Recently updated on July 16th, 2024

Man shaping ornamental shrubs with hedge trimmer.

OK, you’ve finally made that commitment to cut your bushes and hedges and then the worst thing that could possibly happen does! The trimmers just don’t cut the way you think they should and you’re left holding a tool that’s just not getting the job done.

Before you know it, you’re getting frustrated and headed into an anger level that will put you in a bad mood. It will also cause you to not want to cut your hedges the next time they need to be done. So, let’s avoid that happening and give you a few tips so you don’t get discouraged along the way!

Recognizing Dull Hedge Trimmers

The most obvious sign that your hedge trimmers are getting dull is that they will no longer cut your brushes as cleanly as they have in the past.  They will rip or tear rather than cut the branches, leaving a rough, uneven edge.

You may also find that it takes more effort to push the blades through the branches. That’s because the dull blades are not gripping the branches as effectively.

Be Safe! Safety Precautions Before Sharpening

If you do find yourself in the situation where you need to have your hedge trimmers sharpened, here are some key safety tips before you get started:

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1. Protect your eyes

Wear safety glasses to shield your eyes from flying metal shavings or debris that could come loose during sharpening.

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2. Glove Up

Use cut-resistant gloves to protect your hands from accidental cuts on the sharp blades.

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3. Power Down

For electric hedge trimmers, completely disconnect them from the power source. For gas-powered models, ensure the engine is off, spark plug is disconnected, and fuel valve is closed.

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4. Secure the Blades:

You can either remove the blades entirely for sharpening on a workbench or clamp the trimmers securely in a vise to prevent them from slipping while you sharpen.

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5. Cleanliness is Key

Before sharpening, clean the blades thoroughly with a rag or brush to remove dirt, sap, and debris. This ensures a clearer sharpening surface and prevents these materials from getting lodged in the file or whetstone.

Man working on hedge trimmer in his garage.

Sharpening Your Hedge Trimmers Step-by-Step

Tools and Materials

  • Safety glasses
  • Cut-resistant gloves
  • Workbench or vise
  • Rag or brush
  • Flat file (choose a width that matches the teeth of your trimmer)
  • Whetstone, which is a fine-grained stone (optional)

Once you’ve powered down your trimmers and put on safety glasses as previously mentioned, you’re ready to go. Some of these tips are for hedge trimmers with tooth-blades. If you are using the simpler hand trimmers, it will be a bit easier to sharpen the blade itself.

Remove or Secure the Blades

  • Option 1: Removal: Consult your trimmer’s manual for instructions on safely removing the blades. Place the removed blades on a secure, flat surface like a workbench.
  • Option 2: Secure in Vise: If removing the blades is not feasible, clamp the trimmers securely in a vise, ensuring the blades are stable and the cutting teeth face upwards.

Clean the Blades

  • Use a rag or brush to thoroughly clean any dirt, sap, or debris from the blades. This allows for better sharpening and prevents contamination of your sharpening tools.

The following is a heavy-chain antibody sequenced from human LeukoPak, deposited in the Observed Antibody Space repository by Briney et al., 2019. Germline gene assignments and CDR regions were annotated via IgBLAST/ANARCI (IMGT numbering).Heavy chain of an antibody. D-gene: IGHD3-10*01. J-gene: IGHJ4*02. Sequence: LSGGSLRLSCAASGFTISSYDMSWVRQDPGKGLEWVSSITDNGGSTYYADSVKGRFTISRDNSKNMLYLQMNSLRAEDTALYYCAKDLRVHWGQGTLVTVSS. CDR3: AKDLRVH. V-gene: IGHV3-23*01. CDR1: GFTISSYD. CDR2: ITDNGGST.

Sharpening with a File

  • Identify the Bevel: Locate the angled edge (bevel) on each tooth that creates the cutting surface.
  • File at an Angle: Hold the file flat against the bevel of a tooth, angled at approximately 45 degrees in the direction of the cutting edge.
  • Maintain the Angle: Using light, even strokes, draw the file away from you along the entire length of the bevel, maintaining the original angle. Repeat for each tooth.
  • Sharpen Evenly: Apply consistent pressure and strokes to ensure all teeth are sharpened uniformly.

Deburring with a Whetstone (Optional)

  • Honing with a whetstone removes any burrs (tiny metal fragments) left behind by filing.
  • Lightly run the whetstone along the flat surface (not the bevel) of each tooth, following the direction of the tip. This smooths the sharpened edge.

Inspect and Repeat

  • Visually inspect the blades to ensure all teeth are sharpened evenly.

Reassemble or Secure

  • If you removed the blades, carefully reassemble the trimmers following the manufacturer’s instructions.
  • If the trimmers were secured in a vise, loosen the clamp and remove them.

Test and Oil

  • Test the sharpness by carefully cutting a soft material like cardboard. The cut should be clean and effortless.
  • Apply a light coat of machine oil to the blades to prevent rust and corrosion.
A woman using a hand trimmer.

Extra Tips

In order to get the maximum use of your hedge trimmers, you’ll want to clean after each use. Even using a coating of oil along the blades after cleaning will help for the next time you use them.

In addition, you want to avoid cutting hard materials. Keep to only cutting those bushes that make sense for the model of trimmer you have. Finally, keep your trimmer in a place that’s good for storage against the elements, something we’ve outlined in our blog post on best ways to store garden tools, or keep indoors.

If at any point during the process you become uncomfortable with sharpening your hedge trimmers, take them to a professional.

By following these steps, you can keep your hedge trimmers sharp and ensure they perform optimally for years to come.

Don’t forget to visit your local Ocean State Job Lot for all your lawn and garden needs to keep your yard looking beautiful all season long!